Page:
The Internet previously has had a very different model for innovation. It's the classic two people in a room model where, you know, an Estonian and a Swede can come up with something called Kazaa, and for better or worse within a week have the music industry mortally wounded. And then when they're done, those two same guys can take on the telecommunications industry and come up with Skype.

That's the kind of interesting disruptive unpredictability that the net has given for better or for worse. And I worry that metaphorically we'll end up with a technical elite class and they'll all swap files and programs with each other but the mainstream will still have a very narrow connection to that and they'll be working off of platforms provided by a few incumbents with innovation taking place very slowly and with a capacity to monitor and control very much amped up. And I can give you a couple of examples of that.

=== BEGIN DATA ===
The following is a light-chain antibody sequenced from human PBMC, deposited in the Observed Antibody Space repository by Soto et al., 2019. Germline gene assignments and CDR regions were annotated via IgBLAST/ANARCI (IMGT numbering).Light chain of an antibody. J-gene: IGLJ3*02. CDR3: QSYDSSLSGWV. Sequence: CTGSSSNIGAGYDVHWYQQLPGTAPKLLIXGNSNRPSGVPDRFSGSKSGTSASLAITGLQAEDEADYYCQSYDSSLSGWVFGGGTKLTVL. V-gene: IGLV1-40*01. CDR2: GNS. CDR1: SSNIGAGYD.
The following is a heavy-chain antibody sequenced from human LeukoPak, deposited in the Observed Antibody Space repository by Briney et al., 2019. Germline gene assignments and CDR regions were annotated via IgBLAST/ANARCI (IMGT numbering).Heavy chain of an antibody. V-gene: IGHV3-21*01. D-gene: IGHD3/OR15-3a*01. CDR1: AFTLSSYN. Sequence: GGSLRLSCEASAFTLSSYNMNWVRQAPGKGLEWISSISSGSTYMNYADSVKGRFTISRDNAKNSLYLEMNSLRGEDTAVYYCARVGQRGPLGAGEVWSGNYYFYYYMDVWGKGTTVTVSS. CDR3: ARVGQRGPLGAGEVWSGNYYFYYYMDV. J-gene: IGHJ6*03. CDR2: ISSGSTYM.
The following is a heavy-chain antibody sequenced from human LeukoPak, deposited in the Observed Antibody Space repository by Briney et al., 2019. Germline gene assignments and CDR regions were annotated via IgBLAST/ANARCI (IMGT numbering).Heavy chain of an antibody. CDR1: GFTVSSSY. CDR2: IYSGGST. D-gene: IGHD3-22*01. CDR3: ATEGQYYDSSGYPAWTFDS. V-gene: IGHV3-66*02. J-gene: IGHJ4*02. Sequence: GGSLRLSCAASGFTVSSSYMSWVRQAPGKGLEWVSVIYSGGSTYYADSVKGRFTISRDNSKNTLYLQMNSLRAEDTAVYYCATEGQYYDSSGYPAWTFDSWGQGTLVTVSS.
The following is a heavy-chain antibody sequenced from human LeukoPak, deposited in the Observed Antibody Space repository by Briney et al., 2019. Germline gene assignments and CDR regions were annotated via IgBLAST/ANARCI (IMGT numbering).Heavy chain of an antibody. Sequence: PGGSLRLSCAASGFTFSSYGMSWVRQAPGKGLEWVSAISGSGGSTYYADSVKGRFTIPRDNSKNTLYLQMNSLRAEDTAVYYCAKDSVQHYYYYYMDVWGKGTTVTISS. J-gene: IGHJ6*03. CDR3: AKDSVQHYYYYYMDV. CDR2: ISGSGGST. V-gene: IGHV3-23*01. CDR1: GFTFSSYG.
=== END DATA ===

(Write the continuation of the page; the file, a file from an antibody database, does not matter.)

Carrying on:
SEABROOK: Well, it makes me think, you know, are we talking, you know, a few people have YouTube and the rest of the people have Comcast?

Prof. ZITTRAIN: Well, we'll still have YouTube but note that YouTube is centrally organized. If there's a terms of use violation or some legal requirement, YouTube has been known to take stuff down, or even to take stuff down by region. So that when Thailand objects to certain YouTube videos that insult the Thai king, Google says, all right, we'll split the difference. We'll make it so the people in Thailand can't see it but everybody else gets to read it.